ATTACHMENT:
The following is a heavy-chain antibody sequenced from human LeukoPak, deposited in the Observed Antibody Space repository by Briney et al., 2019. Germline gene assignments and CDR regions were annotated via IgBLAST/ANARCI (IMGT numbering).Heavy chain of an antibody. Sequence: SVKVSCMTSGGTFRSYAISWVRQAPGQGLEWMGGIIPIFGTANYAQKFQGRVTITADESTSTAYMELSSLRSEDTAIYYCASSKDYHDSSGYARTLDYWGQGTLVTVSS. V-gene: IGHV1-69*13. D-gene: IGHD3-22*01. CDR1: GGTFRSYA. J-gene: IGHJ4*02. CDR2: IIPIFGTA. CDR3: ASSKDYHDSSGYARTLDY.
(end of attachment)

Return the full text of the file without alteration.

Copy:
The following is a heavy-chain antibody sequenced from human LeukoPak, deposited in the Observed Antibody Space repository by Briney et al., 2019. Germline gene assignments and CDR regions were annotated via IgBLAST/ANARCI (IMGT numbering).Heavy chain of an antibody. Sequence: SVKVSCMTSGGTFRSYAISWVRQAPGQGLEWMGGIIPIFGTANYAQKFQGRVTITADESTSTAYMELSSLRSEDTAIYYCASSKDYHDSSGYARTLDYWGQGTLVTVSS. V-gene: IGHV1-69*13. D-gene: IGHD3-22*01. CDR1: GGTFRSYA. J-gene: IGHJ4*02. CDR2: IIPIFGTA. CDR3: ASSKDYHDSSGYARTLDY.